SHAMONG*-On the day the living Buddha first stepped onto New Jersey soil, weeks of rainy weather gave way to not one, but two rainbows - fitting symbolism for a man many consider a bright sun rising in the Buddhist sky.

And on the beautiful day that followed, more than 1,600 people from around the country converged on the Karma Thegsum Choling New Jersey (KTCNJ) Buddhist Monastery in Shamong to hear the teachings of Ogyen Trinley Dorje, the man viewed as the 17th reincarnation of a 12th century Tibetan lama.

Regarded as the human embodiment of wisdom and compassion, the 17th Gyalwa Karmapa heads one of the four family lineages of Tibetan Buddhism and is recognized as the third most important Buddhist figure behind the Dalai Lama and the Panchen Lama.

During his 18-day tour, which started May 15, Dorje traveled from speaking engagements in New York City and his North American seat at the Karma Triyana Dharmachakra in Woodstock, N.Y. to Shamong, then Boulder, Colo. and, finally, Seattle.

"This is my first visit to New Jersey, and as such I feel like a new man," he said to the crowd that had assembled under a massive white tent in the backyard of the KTCNJ, which sits on 150 acres off Atsion Road.

Nestled at the foot of the Pine Barrens, the house serves as a monastery as well as his official North American residence.

Given a quick glance, Dorje could pass for your average college student; minus the large entourage and flowing robe, of course.

But At 22, Dorje has quickly become a spiritual leader whole governments eye with an uneasy suspicion; his youth coupled with a life story that has every potential to become one of modern legend, has many scholars and social analysts believing he may become extremely instrumental as Buddhism's premier proponent of world peace and a free Tibet.

Only nine years ago at the age of 14, Dorje first made far reaching sociopolitical waves when he mounted a daring escape from China after the government restricted his ability to receive certain teachings in Tibet.

Over eight grueling days, he, along with a handful of assistants, traveled 1,000 miles by foot, horse, train, jeep and helicopter over the Himalayas from Tibet to Dharamsala, joining the exiled Dalai Lama in India. The Indian government officially accepted him as a refugee in 2001.

The much-publicized escape represented an embarrassment for China and strained relations between the Indian and Chinese governments.

But on that beautifully sunny day a few weeks ago, the culture of world politics was eclipsed by a message of understanding and empathy.

"The world seems to be shrinking," he said. "As the world becomes smaller, we have a new responsibility for greater harmony and greater friendship through greater communication and understanding of one another."

Sharing intimate personal experiences and anecdotes, Dorje conveyed the importance of understating and embracing the world's different cultures as the way to bring people together and achieve peace.

"The establishment of genuine peace and happiness, not just for one person, but for everyone, depends upon communication and understanding," Dorje explained through a set of translators; one English, one Chinese.

"For that reason, it is essential that we put great emphasison the understanding of one another's culture and language."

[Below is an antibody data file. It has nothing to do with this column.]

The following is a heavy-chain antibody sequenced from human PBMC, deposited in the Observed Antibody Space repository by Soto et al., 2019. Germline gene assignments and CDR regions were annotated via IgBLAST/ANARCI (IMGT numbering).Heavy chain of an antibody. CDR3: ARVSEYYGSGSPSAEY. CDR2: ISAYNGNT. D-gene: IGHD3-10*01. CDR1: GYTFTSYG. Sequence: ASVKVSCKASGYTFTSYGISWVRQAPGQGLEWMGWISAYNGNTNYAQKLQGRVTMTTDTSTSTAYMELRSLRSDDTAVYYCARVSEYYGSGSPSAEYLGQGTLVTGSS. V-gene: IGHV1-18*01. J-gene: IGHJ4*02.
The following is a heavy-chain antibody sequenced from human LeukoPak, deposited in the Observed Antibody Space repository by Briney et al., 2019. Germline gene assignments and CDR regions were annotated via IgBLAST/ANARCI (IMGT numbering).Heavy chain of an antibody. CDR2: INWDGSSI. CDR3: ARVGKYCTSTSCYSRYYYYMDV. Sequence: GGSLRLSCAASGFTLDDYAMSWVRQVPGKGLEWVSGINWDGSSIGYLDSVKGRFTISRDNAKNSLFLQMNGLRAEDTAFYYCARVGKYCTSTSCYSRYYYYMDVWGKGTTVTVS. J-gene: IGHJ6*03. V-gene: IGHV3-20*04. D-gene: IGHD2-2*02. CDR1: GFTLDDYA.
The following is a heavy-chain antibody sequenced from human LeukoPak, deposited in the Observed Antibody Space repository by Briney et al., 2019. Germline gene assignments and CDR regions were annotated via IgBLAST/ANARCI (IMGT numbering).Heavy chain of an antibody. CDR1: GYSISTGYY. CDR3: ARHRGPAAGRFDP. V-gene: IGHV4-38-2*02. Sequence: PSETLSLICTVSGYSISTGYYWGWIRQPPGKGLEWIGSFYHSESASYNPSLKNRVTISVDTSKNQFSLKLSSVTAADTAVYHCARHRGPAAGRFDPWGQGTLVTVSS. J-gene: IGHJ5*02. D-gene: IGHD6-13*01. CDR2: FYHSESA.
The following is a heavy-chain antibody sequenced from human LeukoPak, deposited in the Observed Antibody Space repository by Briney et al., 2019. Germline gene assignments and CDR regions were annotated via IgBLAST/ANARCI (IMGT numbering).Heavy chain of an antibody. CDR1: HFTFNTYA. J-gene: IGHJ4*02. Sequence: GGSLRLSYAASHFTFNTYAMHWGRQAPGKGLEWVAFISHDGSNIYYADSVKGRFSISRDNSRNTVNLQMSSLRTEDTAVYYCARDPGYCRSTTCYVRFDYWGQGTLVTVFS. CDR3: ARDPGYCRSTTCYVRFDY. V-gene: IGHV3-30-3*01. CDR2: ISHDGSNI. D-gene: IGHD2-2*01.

Dorje went on to acknowledge the obvious example of having his teachings translated into the two languages.

The message of peace through cultural unity held a special place for Devorah Devi, a New York City resident who has combined a Jewish heritage with Buddhist mediation.

"He spent 900 years perfecting peace and nothing else compares to his love and respect of earth and the fragility of life," said Devi, who made the trip south to hear Dorje speak. "I find that meditation helps me obtain a better sense of compassion for myself and others since one of the great things Buddhism teaches is that people can help themselves and I find that very refreshing."

According to Buddhist history, the first Karmapa attained enlightenment, breaking the cycle of rebirth, yet has continued to reincarnate himself generation after generation for the last 900 years in an effort to guide others along the path.

Each preceding Karmapa left letters, usually in a poetic form, indicating the location and parentage of their next reincarnation.

Many of the Karmapas are also said to have been self-recognizing, meaning at a young age they claimed to be the reincarnation of the Karmapa, recognizing associates and colleagues of the former Karmapa. Since it is these associates that knew the former Karmapa and are the ones responsible for teaching and raising the next one, they play a critical role in finding and recognizing the next reincarnation.

However, since the death of the 16th Karmapa in 1981, two candidates have been put forth.

Both have been enthroned as the 17th Karmapa and have conducted ceremonies in that role.

The rival Karmapa, Trinlay Thaye Dorje, has toured Europe and continued to assert his own legitimacy. The issue has caused a division among followers around the world and has even gone to court in India.

Yet, this isn't the first time a debate has raged over the next 'real' Karmapa. Arguments over previous reincarnations have been contested through the centuries and eventually resolved.

Today, most Tibetans accept the recent U.S. visitor, citing his recognition as the 17th Karmapa by the Dalai Lama and the Chinese government.

"We are very fortunate to have him here," Lori Volpe, a spokesperson for KTCNJ said about the visit. "To followers it is a lesson for an enlightened being and to be here in his presence is incredible."

* Shamong is North American home to a reincarnated Tibetan Lama

By Scott Holden

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